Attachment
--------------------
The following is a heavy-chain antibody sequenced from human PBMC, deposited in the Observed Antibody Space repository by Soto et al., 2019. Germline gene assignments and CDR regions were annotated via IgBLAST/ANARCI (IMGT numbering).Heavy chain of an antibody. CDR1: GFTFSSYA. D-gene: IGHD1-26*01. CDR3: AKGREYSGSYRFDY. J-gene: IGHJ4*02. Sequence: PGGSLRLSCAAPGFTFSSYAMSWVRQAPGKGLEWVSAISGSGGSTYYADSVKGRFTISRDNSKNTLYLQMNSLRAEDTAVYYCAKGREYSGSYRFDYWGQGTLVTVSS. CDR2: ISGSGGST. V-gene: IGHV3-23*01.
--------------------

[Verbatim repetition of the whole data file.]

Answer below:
The following is a heavy-chain antibody sequenced from human PBMC, deposited in the Observed Antibody Space repository by Soto et al., 2019. Germline gene assignments and CDR regions were annotated via IgBLAST/ANARCI (IMGT numbering).Heavy chain of an antibody. CDR1: GFTFSSYA. D-gene: IGHD1-26*01. CDR3: AKGREYSGSYRFDY. J-gene: IGHJ4*02. Sequence: PGGSLRLSCAAPGFTFSSYAMSWVRQAPGKGLEWVSAISGSGGSTYYADSVKGRFTISRDNSKNTLYLQMNSLRAEDTAVYYCAKGREYSGSYRFDYWGQGTLVTVSS. CDR2: ISGSGGST. V-gene: IGHV3-23*01.